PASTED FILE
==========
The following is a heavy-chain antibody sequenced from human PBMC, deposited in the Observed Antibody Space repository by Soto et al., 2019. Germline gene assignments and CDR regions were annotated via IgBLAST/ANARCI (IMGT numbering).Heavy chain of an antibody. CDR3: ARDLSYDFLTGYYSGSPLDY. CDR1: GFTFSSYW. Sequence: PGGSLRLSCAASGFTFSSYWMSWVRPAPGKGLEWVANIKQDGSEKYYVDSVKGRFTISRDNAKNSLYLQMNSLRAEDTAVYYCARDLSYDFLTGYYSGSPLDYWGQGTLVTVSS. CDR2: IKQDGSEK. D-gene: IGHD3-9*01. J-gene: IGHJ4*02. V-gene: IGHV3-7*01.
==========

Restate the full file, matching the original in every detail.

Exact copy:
The following is a heavy-chain antibody sequenced from human PBMC, deposited in the Observed Antibody Space repository by Soto et al., 2019. Germline gene assignments and CDR regions were annotated via IgBLAST/ANARCI (IMGT numbering).Heavy chain of an antibody. CDR3: ARDLSYDFLTGYYSGSPLDY. CDR1: GFTFSSYW. Sequence: PGGSLRLSCAASGFTFSSYWMSWVRPAPGKGLEWVANIKQDGSEKYYVDSVKGRFTISRDNAKNSLYLQMNSLRAEDTAVYYCARDLSYDFLTGYYSGSPLDYWGQGTLVTVSS. CDR2: IKQDGSEK. D-gene: IGHD3-9*01. J-gene: IGHJ4*02. V-gene: IGHV3-7*01.